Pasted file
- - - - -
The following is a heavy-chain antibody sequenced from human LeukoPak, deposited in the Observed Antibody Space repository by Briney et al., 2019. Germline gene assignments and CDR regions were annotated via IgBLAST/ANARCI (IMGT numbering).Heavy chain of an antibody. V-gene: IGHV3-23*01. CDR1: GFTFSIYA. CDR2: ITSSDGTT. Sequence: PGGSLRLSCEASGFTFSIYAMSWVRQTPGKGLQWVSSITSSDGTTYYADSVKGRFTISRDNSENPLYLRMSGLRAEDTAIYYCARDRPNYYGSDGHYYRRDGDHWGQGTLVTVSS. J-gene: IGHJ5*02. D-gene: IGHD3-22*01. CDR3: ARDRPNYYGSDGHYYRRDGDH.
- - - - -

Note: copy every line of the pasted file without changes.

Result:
The following is a heavy-chain antibody sequenced from human LeukoPak, deposited in the Observed Antibody Space repository by Briney et al., 2019. Germline gene assignments and CDR regions were annotated via IgBLAST/ANARCI (IMGT numbering).Heavy chain of an antibody. V-gene: IGHV3-23*01. CDR1: GFTFSIYA. CDR2: ITSSDGTT. Sequence: PGGSLRLSCEASGFTFSIYAMSWVRQTPGKGLQWVSSITSSDGTTYYADSVKGRFTISRDNSENPLYLRMSGLRAEDTAIYYCARDRPNYYGSDGHYYRRDGDHWGQGTLVTVSS. J-gene: IGHJ5*02. D-gene: IGHD3-22*01. CDR3: ARDRPNYYGSDGHYYRRDGDH.